Now that Kansas Athletics Inc. already has secured an Orange Bowl title and an NCAA basketball national championship, the protector of all things Jayhawk is playing to win on a different field of competition.
In a jury trial set to begin this week, the department hopes to convince a federal jury to order Larry Sinks to quit printing up Kansas-related designs on blue T-shirts.
The case has nothing to do with timing, officials say, and everything to do with preserving the department's right to manage, license and benefit from designs, logos, fonts and colors that together make up an image for the university and its teams.
"It's no more important now than it was a year ago or two years ago, but the success that we've enjoyed this year has certainly highlighted the importance of this issue," said Jim Marchiony, associate athletics director. "From our perspective, what's at stake is the use of our marks and the goodwill and good name of the University of Kansas. : That's what this is about."
But for Sinks, who sells unlicensed shirts online and through his Joe-College.com shop at 734 Mass., KU's lawsuit is an assault on what he considers his First Amendment rights to say what he wants through paint screened onto a 100 percent cotton garment.
That it might just happen to say "Kansas," or perhaps include a shade of blue selected as the athletic department's own preferred hue, shouldn't matter, he said.
"We're just prepared to fight the fight," said Sinks, whose shirts became popular in recent years among KU students, who often would wear them to class, games and watch parties. "We feel it's our freedom of speech to say what we say on our shirts. :
"I'm a taxpayer in this state, and I have been for many years, and I feel I have the right to use my state name on a shirt anytime I want."
Such issues may seem simple, but there's a reason the case is headed to trial. Already, Kansas Athletics has hired legal counsel that specialize in collegiate licensing issues, and Sinks himself says he has spent nearly $300,000 on his own defense.
At its core, athletics officials argue that Sinks' shirts confuse the public into thinking the clothes are blessed by the department or university. Among examples cited as confusing by KU were blue shirts that might lead someone to believe that they were affiliated with KU's trip to the Orange Bowl against Virginia Tech.
Two specific examples feature the words "HAWK FOOTBALL" on one side, and, on the other:
¢ "Orange You Glad We're Going Bowling in Miami!" While most of the writing was in white, the letters forming "Orange" and "Bowl" were in orange.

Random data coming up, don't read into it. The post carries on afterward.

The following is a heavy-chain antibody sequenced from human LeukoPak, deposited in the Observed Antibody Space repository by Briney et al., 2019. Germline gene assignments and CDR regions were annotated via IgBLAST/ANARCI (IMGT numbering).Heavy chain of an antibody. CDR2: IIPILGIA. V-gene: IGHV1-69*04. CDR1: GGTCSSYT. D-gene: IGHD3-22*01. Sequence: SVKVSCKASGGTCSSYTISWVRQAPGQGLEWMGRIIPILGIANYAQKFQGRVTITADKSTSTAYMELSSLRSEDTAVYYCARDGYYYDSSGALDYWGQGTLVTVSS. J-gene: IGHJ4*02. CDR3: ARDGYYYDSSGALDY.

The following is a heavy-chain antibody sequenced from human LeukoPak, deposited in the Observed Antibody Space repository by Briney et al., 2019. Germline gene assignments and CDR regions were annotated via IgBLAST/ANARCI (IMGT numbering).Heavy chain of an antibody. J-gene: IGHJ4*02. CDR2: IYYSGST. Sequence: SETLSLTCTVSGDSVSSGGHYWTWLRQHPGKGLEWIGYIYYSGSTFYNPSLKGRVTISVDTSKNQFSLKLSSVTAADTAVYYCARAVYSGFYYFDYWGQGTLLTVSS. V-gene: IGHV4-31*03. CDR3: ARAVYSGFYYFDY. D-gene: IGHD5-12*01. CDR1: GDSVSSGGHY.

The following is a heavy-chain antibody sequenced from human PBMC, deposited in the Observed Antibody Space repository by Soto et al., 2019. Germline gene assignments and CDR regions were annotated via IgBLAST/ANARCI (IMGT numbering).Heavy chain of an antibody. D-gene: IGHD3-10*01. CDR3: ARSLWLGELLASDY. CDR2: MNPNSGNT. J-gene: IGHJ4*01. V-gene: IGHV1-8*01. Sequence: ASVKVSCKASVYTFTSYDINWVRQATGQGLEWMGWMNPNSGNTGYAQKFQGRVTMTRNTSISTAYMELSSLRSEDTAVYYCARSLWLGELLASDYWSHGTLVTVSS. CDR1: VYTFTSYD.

¢ "Missouri, It's Your Turn to Pick Cotton (nice bowl game)." The Missouri Tigers played in the Cotton Bowl this year.
Another of the football shirts didn't mention anyone by name, but one side proclaimed that "Our Coach Beat Anorexia."
Kansas Athletics wants Sinks to stop making shirts that the department considers as infringing on its "marks," or trademarks that are protected by law.
"There may be some shirts that some would call distasteful that don't infringe on our marks," Marchiony said. "That's not what this is about. : This is about or marks and protecting the good name of the University of Kansas. We deal with this issue all of the time, with other entities who play by the rules.
"That's what this is about."
Sinks, in the past, has said that he had tried to secure licenses for selling KU merchandise, but had been rebuffed. So he decided to go a different route: making fun shirts that wouldn't require licenses.
None of his shirts include a Jayhawk, nor do any say "The University of Kansas." Signs posted on his door and throughout the store and on his Web site emphasize that none of the merchandise offered has been licensed by KU.
Now it will be left for a jury to decide whether his designs, colors and resulting products are treading on Kansas Athletics' legal rights, or otherwise staying just far enough away that he can follow through with plans for expanding into franchises and sales of even more shirts.
Lose, and Sinks won't be in business anymore.
"I'm kind of fighting for my life," he said. "I can't sleep. I'm not having trouble eating, but it's just wearing me to the bone. It's my entire livelihood."
Jury selection is scheduled to begin Monday morning.
"We feel good about our case," he said. "I'm just hoping for a group that's going to be fair - that will pay attention to what the law is and not the political side."